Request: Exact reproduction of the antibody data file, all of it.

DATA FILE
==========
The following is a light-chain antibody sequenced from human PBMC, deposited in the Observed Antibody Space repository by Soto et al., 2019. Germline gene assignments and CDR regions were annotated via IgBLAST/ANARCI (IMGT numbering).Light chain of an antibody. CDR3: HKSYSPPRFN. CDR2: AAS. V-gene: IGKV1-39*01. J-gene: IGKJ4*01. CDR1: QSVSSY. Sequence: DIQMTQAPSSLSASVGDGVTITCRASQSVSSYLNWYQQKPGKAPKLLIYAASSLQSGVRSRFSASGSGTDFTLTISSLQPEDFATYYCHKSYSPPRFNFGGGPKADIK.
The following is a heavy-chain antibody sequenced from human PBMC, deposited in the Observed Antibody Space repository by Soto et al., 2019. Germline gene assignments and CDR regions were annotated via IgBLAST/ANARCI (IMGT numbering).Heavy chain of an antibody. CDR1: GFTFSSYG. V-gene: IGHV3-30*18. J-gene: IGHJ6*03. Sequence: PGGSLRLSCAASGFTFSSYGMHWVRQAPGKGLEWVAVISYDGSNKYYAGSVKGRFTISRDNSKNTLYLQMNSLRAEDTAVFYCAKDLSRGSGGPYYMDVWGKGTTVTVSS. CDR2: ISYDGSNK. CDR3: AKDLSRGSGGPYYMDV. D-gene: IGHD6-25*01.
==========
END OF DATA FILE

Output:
The following is a light-chain antibody sequenced from human PBMC, deposited in the Observed Antibody Space repository by Soto et al., 2019. Germline gene assignments and CDR regions were annotated via IgBLAST/ANARCI (IMGT numbering).Light chain of an antibody. CDR3: HKSYSPPRFN. CDR2: AAS. V-gene: IGKV1-39*01. J-gene: IGKJ4*01. CDR1: QSVSSY. Sequence: DIQMTQAPSSLSASVGDGVTITCRASQSVSSYLNWYQQKPGKAPKLLIYAASSLQSGVRSRFSASGSGTDFTLTISSLQPEDFATYYCHKSYSPPRFNFGGGPKADIK.
The following is a heavy-chain antibody sequenced from human PBMC, deposited in the Observed Antibody Space repository by Soto et al., 2019. Germline gene assignments and CDR regions were annotated via IgBLAST/ANARCI (IMGT numbering).Heavy chain of an antibody. CDR1: GFTFSSYG. V-gene: IGHV3-30*18. J-gene: IGHJ6*03. Sequence: PGGSLRLSCAASGFTFSSYGMHWVRQAPGKGLEWVAVISYDGSNKYYAGSVKGRFTISRDNSKNTLYLQMNSLRAEDTAVFYCAKDLSRGSGGPYYMDVWGKGTTVTVSS. CDR2: ISYDGSNK. CDR3: AKDLSRGSGGPYYMDV. D-gene: IGHD6-25*01.